Tuesday Buzz: Tell It to My Heart, Twitter
The social network receives an unusually high level of criticism over a fairly small change to its network. Also: Google's Inbox platform gets even smarter.
Like social media? Hope you like hearts.
On Tuesday, Twitter announced that it was replacing its long-lingering “favorites” feature, the star, with a new “likes” feature, represented by lovey-dovey hearts. The features functionally work the same; they just look slightly different.
You can say a lot with a heart. Introducing a new way to show how you feel on Twitter: https://t.co/WKBEmORXNW pic.twitter.com/G4ZGe0rDTP— Twitter (@twitter) November 3, 2015
Twitter isn’t the first social network to use a heart—Tumblr took to the ticker years before this symbol was even a glimmer in Twitter’s star-shaped eye—and it may not be the last one to do so, either. (Twitter-owned Vine, for one, is also marching to the heart beat.)
1/changing @Twitter's star to a heart is the worst product decision in the history of the internet; makes a bookmark into an endorsement.— jason (@Jason) November 3, 2015
The icon change has been, to say the least, not exactly embraced by Twitter’s base of power users, such as journalists and snarkers. If you’re one of those having a heart attack over this substitution and want to “like” tweets with a symbol of your choice, this Gizmodo post could change your life.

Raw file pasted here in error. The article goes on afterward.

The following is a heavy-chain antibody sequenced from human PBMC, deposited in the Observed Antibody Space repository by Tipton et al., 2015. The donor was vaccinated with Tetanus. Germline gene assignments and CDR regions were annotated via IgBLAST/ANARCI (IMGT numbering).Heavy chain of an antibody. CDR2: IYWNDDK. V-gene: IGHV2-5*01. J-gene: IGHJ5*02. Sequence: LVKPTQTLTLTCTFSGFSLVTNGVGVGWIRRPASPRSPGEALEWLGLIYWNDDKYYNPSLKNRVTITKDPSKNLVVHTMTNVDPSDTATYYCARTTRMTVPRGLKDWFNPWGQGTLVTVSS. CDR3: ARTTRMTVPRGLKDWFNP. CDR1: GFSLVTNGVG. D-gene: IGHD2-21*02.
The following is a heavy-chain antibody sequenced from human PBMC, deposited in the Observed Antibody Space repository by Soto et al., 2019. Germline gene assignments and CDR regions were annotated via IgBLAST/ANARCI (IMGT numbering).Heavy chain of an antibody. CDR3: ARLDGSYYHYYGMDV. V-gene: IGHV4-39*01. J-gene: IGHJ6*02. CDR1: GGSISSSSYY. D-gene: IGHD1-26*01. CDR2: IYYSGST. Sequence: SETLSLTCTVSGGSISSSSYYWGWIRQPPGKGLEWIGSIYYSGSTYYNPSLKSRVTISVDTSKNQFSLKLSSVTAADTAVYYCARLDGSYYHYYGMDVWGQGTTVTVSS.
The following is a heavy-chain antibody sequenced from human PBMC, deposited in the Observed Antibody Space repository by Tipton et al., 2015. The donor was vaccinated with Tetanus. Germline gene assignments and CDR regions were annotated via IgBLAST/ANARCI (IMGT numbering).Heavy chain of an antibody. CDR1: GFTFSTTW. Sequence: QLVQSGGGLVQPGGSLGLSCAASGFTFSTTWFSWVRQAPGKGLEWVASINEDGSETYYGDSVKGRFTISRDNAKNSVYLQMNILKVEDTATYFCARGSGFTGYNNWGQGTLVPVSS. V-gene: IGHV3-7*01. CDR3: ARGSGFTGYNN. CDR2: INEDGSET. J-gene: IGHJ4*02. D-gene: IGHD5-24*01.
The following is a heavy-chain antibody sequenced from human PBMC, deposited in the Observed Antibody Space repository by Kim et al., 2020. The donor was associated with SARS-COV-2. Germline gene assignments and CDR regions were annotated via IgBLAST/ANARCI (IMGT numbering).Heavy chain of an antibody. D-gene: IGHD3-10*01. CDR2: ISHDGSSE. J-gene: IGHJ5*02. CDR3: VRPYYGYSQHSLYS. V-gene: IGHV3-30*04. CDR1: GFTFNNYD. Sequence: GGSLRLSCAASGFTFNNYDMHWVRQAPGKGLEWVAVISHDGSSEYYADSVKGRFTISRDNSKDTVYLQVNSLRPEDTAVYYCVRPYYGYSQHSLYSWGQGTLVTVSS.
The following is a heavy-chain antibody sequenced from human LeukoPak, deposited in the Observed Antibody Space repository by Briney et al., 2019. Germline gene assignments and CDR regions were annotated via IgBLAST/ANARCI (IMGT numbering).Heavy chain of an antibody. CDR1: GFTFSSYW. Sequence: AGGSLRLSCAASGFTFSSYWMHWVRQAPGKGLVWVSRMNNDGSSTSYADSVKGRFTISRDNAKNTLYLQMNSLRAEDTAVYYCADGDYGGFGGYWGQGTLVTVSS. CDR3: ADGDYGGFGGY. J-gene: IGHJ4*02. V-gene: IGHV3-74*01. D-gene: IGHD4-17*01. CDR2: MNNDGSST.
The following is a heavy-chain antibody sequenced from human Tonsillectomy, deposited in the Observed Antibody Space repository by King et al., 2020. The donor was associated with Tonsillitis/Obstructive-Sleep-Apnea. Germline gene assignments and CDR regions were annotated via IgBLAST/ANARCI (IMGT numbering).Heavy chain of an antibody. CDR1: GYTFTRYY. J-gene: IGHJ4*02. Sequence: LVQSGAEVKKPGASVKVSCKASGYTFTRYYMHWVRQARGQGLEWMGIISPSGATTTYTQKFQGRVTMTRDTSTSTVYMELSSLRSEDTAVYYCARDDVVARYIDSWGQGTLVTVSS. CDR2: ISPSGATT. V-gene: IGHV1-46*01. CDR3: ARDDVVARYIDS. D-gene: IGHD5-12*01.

Replying for You
Google’s Inbox platform is getting smarter.
The alternative Gmail client has gained some additional artificial intelligence capabilities in recent months, and is about to launch a new feature called the “Smart Reply.”
“Smart Reply suggests up to three responses based on the emails you get,” Bálint Miklós, a Google software engineer, writes in a blog post. “For those emails that only need a quick response, it can take care of the thinking and save precious time spent typing. And for those emails that require a bit more thought, it gives you a jump start so you can respond right away.”
Talk about a killer feature—and considering how killer it is, perhaps it makes sense that Google is launching it on its Android platform first.
Other Links of Note
It’s the downside of big change. Media blogger Jim Romenesko reported Tuesday that a number of National Geographic employees were waiting to hear word about layoffs—less than two months after the National Geographic Society gave up majority ownership of its media properties to 21st Century Fox. This change will make the flagship publication for profit after more than a century of being under nonprofit control.
Looking to take your meetings career to the next level? Take some inspiration from marathon training, suggests Event Manager Blog contributor Kelli White.
Meeting evaluations are meant to help your organization plan ahead, but they have “a fatal flaw,” according to event pro Adrian Segar: They’re focused only on short-term issues. In his latest blog post, Segar suggests ideas for how to improve post-meeting analyses.